Teva, Allergan Reach Opioid Settlement Agreement with Rhode Island

 

Teva Pharmaceuticals and AbbVie will pay the state of Rhode Island a combined $28.5 million to settle opioid-related claims against the companies. 

Israel-based Teva, a generics giant, will pay the state $21 million over the next 13 years. AbbVie will pay the state $7.5 million to settle claims against Allergan, a company it acquired in 2019. In addition to the cash payments to the state, Teva will also supply 67,000 30-pill bottles of Suboxone over the next decade. Suboxone is used to treat opioid addiction. Generic versions of Narcan, which is administered to overdose victims, will also be provided to the state. According to the Rhode Island Attorney General, the combined value of the cash payments and the anti-overdose drug is $107 million.

Under financial terms, Rhode Island will receive $13 million from Teva within one year of the settlement and the remaining funds will be paid out over time. Rhode Island will receive its full recovery from Allergan within six years, at $1.25 million per year.

In 2019, Teva reached a similar agreement with the state of Ohio to settle opioid-related claims. In that agreement, Teva agreed to pay $20 million in cash and donate $25 million worth of Suboxone. More recently, Teva reached a deal with the state of Texas to pay $225 million. The company agreed to pay $150 million in cash over a period of 10 years and will also donate $75 million worth of generic Narcan. 

In a brief statement, Teva said the agreement with the state of Rhode Island is in the best interest of helping those who have been negatively impacted by the ongoing opioid crisis in the United States. The company noted that its agreement with the state is not an admission of any liability or wrongdoing. Teva will continue to defend itself in court against ongoing litigation in areas where no settlement has been reached. Teva also noted that it continues to seek a national settlement of claims.

Rhode Island Attorney General Peter F. Neronha said the finances and the medications will support public health efforts to respond to opioid overdoses in Rhode Island.

Source: BioSpace

“With the agreement of Teva to supply the state with enough Naloxone to meet the projected demand, at no cost for the next 10 years, we can use these hard-gained monetary recoveries for other purposes,” Neronha said in a statement.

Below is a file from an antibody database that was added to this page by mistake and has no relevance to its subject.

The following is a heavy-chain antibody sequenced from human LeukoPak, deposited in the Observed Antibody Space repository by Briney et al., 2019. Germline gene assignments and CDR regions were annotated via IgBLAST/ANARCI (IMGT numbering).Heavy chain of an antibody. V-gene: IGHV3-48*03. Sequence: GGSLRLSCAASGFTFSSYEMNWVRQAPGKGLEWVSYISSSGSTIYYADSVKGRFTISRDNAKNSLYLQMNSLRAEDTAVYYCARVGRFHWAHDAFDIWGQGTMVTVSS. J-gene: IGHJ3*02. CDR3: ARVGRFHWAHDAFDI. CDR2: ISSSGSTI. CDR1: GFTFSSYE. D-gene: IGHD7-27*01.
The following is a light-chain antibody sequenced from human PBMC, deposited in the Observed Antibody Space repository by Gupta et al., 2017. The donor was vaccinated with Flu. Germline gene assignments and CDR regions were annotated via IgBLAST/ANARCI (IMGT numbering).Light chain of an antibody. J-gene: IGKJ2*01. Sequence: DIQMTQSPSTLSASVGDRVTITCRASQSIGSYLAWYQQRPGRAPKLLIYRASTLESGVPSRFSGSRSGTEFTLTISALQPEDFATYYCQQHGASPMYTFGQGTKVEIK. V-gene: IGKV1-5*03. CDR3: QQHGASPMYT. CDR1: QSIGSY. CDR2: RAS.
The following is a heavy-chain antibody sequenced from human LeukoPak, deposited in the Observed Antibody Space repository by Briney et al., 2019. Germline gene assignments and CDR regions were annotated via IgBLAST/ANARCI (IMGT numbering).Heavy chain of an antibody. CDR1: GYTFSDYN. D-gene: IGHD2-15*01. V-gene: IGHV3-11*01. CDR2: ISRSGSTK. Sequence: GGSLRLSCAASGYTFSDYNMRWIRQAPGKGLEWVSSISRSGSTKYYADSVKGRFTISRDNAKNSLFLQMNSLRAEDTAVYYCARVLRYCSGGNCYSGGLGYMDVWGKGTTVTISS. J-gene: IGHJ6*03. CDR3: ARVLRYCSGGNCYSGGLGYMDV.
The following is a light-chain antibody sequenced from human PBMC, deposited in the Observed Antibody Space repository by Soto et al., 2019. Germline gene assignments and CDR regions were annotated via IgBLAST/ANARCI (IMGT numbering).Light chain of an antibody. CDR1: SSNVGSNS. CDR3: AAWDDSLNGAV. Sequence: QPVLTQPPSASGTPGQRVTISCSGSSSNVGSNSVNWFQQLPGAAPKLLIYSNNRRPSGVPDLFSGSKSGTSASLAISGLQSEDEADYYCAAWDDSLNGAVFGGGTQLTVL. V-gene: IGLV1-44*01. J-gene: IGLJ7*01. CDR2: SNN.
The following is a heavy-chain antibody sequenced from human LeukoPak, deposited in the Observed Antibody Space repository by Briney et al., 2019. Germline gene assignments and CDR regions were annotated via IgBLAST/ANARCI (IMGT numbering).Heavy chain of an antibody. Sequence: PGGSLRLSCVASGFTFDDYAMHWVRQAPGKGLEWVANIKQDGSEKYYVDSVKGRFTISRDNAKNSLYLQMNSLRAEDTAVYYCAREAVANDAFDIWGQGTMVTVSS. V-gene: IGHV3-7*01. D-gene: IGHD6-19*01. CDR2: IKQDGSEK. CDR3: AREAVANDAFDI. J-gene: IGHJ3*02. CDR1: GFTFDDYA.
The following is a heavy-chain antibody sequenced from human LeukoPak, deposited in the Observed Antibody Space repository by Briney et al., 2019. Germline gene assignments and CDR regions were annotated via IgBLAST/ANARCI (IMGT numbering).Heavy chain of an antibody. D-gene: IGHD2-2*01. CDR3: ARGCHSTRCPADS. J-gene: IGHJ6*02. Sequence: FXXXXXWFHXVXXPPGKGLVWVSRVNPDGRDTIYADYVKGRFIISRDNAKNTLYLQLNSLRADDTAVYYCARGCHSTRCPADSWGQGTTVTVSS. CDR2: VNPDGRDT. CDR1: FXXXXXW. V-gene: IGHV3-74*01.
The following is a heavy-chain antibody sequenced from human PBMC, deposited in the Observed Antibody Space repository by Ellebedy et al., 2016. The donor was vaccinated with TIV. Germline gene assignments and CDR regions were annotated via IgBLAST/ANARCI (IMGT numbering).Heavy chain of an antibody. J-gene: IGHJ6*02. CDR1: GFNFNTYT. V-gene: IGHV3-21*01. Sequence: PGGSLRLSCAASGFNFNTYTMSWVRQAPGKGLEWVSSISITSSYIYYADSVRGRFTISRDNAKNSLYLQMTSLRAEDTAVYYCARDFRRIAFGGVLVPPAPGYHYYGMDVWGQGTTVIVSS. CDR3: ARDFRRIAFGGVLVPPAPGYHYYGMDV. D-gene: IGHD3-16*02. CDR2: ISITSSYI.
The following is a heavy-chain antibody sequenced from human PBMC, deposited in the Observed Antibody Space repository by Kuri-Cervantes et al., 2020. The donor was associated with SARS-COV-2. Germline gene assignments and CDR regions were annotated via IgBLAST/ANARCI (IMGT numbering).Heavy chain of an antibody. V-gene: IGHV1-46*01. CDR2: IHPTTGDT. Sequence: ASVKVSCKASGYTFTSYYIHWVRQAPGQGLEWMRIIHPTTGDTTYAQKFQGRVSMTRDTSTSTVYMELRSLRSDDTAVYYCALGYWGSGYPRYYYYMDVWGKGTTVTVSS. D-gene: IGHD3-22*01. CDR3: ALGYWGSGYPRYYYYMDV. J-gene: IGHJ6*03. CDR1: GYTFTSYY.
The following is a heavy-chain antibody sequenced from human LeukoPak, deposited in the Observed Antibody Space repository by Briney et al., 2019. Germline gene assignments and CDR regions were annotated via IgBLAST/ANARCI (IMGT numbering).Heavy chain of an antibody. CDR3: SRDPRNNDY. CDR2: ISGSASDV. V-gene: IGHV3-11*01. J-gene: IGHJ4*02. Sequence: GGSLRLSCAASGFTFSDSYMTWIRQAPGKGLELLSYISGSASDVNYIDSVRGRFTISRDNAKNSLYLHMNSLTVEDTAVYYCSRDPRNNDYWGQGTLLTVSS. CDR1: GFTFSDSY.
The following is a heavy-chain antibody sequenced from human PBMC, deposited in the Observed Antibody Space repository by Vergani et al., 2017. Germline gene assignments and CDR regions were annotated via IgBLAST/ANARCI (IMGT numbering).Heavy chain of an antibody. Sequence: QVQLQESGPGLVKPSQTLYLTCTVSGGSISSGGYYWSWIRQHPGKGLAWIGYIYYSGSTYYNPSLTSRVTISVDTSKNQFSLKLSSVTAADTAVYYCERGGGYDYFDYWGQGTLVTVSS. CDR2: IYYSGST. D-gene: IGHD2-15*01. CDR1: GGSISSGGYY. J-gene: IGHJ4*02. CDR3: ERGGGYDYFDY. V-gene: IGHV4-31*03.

Teva’s agreement with Rhode Island comes hard on the heels of other settlements reached in opioid-related cases. Earlier this month, Purdue Pharma’s Sackler family was ordered to pay $6 billion to settle claims related to the company’s aggressive marketing tactics for OxyContin. The settlement plan approved earlier this month increased the amount the Sackler family had to pay by about $1.2 billion.

In February, a national settlement was reached with three of the biggest distributing companies, Amerisource Bergen, Cardinal Health and McKesson. Under terms of that deal, the three companies will pay up to $19.5 billion to settle claims. In a breakdown of payments, McKesson will pay the largest amount at $7.4 billion. AmerisourceBergen will pay $6.1 billion, and Cardinal Health will pay $6 billion. Payments will be made over the course of 18 years. The agreement will settle the vast majority of the opioid lawsuits filed by state and local governments. In a joint announcement, the companies said 46 states and approximately 90% of eligible local governments agreed to the deal.

Additionally, Johnson & Johnson agreed to pay $5 billion as part of that near-nationwide agreement. The company no longer sells opioid medications within the United States. The life sciences giant initially expected to pay $4 billion to settle those claims. 

 
 
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